Copper prices surge to near three-year highs

Commodity analysts have been caught on the hop by a sudden rally in the copper market that has driven the price of the industrial metal to its highest level in almost three years.

Copper has jumped 20 per cent since the end of the May helped by positive economic data from China, the world’s biggest consumer of commodities, and a weak US dollar.

Investors have also piled into copper, a key source of earnings for major mining houses such as Glencore and BHP Billiton, betting that it could be one of the big beneficiaries from the growth of electric vehicles and advances in energy storage technology. In the past week hedge funds increased their net long position in Comex copper — the difference between bets on rising and falling prices — to a record 125,000 contacts.

Copper for delivery in three months on the London Metal Exchange is currently trading $6,903 a tonne. That puts it almost $1,000 above where analysts expect it to trade at the end of the year, according to consensus forecasts compiled by Bloomberg.

“We have seen a 20 per cent move up in the price of copper since the start of June but many analysts have not yet updated their forecasts,” said Matt Hasson of Numis Securities. “Mining equities have factored in a lot of the copper price rise but momentum in the sector could be maintained as target prices are set to increase as analysts play catch-up.”

Shares in Glencore and Freeport-McMoRan, the world’s biggest publicly listed copper producer, have both risen 30 per cent over the past three months.

While some analysts have started to nudge up their estimates, most believe the price has gone too far, too fast and that copper, used extensively in household wiring, will come under pressure. They say there are still plentiful supplies of copper and that the market has overreacted to China’s partial ban on scrap imports and a flurry of minor supply disruptions.

Some also think the US dollar, which has fallen almost 5 per cent against a basket of currencies since the end of May, could recover on the back of strong economic data. A higher US dollar makes commodities more expensive for buyers with other currencies.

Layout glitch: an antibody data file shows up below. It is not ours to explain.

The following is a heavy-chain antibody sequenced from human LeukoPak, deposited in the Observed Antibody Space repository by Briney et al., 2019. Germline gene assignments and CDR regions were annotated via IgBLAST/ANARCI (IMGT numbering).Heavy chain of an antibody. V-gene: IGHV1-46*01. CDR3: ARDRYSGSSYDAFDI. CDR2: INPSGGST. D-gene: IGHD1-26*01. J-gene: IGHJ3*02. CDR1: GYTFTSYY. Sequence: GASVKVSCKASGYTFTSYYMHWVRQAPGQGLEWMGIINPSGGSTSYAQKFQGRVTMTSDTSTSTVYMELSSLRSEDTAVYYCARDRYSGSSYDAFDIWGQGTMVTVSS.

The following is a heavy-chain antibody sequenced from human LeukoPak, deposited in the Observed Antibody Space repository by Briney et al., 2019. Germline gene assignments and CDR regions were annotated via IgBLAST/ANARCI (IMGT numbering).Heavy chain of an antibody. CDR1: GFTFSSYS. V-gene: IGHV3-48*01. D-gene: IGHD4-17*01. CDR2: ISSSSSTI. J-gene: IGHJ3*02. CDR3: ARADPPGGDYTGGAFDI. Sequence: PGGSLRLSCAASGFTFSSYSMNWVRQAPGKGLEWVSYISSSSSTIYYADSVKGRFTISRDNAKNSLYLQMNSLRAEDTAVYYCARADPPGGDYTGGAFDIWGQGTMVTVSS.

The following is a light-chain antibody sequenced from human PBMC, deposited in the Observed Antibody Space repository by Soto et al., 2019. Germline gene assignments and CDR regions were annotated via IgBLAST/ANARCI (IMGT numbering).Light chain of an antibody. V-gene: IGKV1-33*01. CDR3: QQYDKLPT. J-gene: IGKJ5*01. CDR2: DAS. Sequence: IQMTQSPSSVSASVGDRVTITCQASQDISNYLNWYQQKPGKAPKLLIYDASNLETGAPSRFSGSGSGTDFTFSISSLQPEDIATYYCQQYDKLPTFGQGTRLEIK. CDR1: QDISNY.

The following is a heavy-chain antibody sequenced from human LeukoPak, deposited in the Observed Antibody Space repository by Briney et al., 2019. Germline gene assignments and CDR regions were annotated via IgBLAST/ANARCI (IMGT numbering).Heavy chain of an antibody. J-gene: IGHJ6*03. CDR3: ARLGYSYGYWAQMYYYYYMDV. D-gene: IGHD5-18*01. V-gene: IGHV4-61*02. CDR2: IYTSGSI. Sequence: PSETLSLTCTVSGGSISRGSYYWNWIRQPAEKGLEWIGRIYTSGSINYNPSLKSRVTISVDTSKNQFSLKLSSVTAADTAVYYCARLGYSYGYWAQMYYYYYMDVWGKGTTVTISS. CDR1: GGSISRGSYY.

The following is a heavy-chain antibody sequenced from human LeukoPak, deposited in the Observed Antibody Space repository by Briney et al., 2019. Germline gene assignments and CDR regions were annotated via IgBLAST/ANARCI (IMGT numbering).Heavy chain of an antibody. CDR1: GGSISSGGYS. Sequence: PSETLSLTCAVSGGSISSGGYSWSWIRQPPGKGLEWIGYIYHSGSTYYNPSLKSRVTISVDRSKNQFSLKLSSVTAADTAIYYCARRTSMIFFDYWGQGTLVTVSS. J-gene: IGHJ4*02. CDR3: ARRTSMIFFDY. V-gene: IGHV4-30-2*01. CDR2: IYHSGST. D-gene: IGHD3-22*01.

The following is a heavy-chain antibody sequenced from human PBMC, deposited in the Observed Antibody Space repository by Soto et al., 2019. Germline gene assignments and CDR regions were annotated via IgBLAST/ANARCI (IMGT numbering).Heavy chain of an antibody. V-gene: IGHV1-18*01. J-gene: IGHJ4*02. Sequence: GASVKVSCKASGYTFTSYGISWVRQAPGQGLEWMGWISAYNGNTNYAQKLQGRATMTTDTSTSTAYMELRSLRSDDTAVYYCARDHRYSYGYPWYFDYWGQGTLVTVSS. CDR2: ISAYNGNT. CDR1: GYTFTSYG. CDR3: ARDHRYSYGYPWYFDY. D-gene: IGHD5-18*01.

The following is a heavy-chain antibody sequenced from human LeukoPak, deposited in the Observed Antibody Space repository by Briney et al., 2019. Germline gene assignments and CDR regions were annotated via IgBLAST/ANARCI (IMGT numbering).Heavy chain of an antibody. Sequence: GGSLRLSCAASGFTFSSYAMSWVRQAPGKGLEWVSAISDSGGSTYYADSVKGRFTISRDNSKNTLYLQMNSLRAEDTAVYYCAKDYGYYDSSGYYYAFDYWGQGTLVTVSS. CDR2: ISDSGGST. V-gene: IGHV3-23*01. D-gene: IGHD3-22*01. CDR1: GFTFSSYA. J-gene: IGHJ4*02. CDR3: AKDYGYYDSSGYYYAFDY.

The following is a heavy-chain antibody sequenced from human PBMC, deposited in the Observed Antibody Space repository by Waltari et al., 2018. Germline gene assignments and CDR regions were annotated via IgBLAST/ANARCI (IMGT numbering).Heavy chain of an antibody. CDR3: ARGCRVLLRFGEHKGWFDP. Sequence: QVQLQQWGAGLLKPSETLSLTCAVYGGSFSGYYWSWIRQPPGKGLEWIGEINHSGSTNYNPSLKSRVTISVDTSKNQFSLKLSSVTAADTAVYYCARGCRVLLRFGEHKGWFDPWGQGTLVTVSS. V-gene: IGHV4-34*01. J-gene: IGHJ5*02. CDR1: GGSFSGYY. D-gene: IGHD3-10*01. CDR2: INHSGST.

On top of that, production at Escondida in Chile, the world’s biggest copper mine, is picking up and Glencore is set to bring its Katanga project in the Democratic Republic of Congo back online in 2018. In addition, Freeport has just reached an agreement with the government of Indonesia to keep operating its giant Grasberg mine.

There are also nagging worries about Chinese demand. “The property and infrastructure slowdown projected for China next year is expected to see Chinese growth ease from 3.3 per cent this year to 2.2 per cent next year, and a weakening China macro [data] will undoubtedly put downward pressure on copper prices,” said Macquarie analyst Vivienne Lloyd in a recent report.

In spite of those concerns, copper remains the industrial metal most favoured by analysts over the medium term, in part because of the electric car revolution but also due to lower quality grades and the absence of big copper projects in the pipelines of major mining companies.

Investment bank UBS reckons battery-powered vehicles will drive 1.2m tonnes per annum of incremental copper demand by 2025 — or 5 per cent of forecast consumption for that year — just as supplies start to peak.

“Our forecasts assume the current suite of visible mine supply and projects in development see copper supply peak in the early 2020s. After that time, we see grade decline drive a 1 to 2 per cent fall per annum in mine supply. We conclude many copper projects are likely to be needed to fill this gap,” wrote analysts at UBS in a recent report.

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